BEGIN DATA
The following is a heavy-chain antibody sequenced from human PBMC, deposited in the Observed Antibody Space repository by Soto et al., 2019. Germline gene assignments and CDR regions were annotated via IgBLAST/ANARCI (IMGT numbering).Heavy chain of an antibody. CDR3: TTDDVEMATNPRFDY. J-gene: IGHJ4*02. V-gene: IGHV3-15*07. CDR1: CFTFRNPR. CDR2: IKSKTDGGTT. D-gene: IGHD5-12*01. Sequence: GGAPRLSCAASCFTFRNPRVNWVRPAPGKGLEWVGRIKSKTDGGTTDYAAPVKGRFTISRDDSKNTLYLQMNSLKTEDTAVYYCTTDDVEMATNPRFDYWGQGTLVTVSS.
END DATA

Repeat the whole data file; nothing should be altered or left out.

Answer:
The following is a heavy-chain antibody sequenced from human PBMC, deposited in the Observed Antibody Space repository by Soto et al., 2019. Germline gene assignments and CDR regions were annotated via IgBLAST/ANARCI (IMGT numbering).Heavy chain of an antibody. CDR3: TTDDVEMATNPRFDY. J-gene: IGHJ4*02. V-gene: IGHV3-15*07. CDR1: CFTFRNPR. CDR2: IKSKTDGGTT. D-gene: IGHD5-12*01. Sequence: GGAPRLSCAASCFTFRNPRVNWVRPAPGKGLEWVGRIKSKTDGGTTDYAAPVKGRFTISRDDSKNTLYLQMNSLKTEDTAVYYCTTDDVEMATNPRFDYWGQGTLVTVSS.